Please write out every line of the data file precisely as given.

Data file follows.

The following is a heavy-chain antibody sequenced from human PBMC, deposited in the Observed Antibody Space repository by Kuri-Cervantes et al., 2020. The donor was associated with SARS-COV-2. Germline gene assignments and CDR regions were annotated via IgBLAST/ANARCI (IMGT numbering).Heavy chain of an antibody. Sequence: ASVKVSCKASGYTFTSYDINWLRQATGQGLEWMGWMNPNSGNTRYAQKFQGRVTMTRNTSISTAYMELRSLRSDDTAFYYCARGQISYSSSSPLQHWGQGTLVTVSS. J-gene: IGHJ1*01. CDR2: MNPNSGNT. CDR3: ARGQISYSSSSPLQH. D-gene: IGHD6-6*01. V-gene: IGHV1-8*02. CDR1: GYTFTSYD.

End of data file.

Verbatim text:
The following is a heavy-chain antibody sequenced from human PBMC, deposited in the Observed Antibody Space repository by Kuri-Cervantes et al., 2020. The donor was associated with SARS-COV-2. Germline gene assignments and CDR regions were annotated via IgBLAST/ANARCI (IMGT numbering).Heavy chain of an antibody. Sequence: ASVKVSCKASGYTFTSYDINWLRQATGQGLEWMGWMNPNSGNTRYAQKFQGRVTMTRNTSISTAYMELRSLRSDDTAFYYCARGQISYSSSSPLQHWGQGTLVTVSS. J-gene: IGHJ1*01. CDR2: MNPNSGNT. CDR3: ARGQISYSSSSPLQH. D-gene: IGHD6-6*01. V-gene: IGHV1-8*02. CDR1: GYTFTSYD.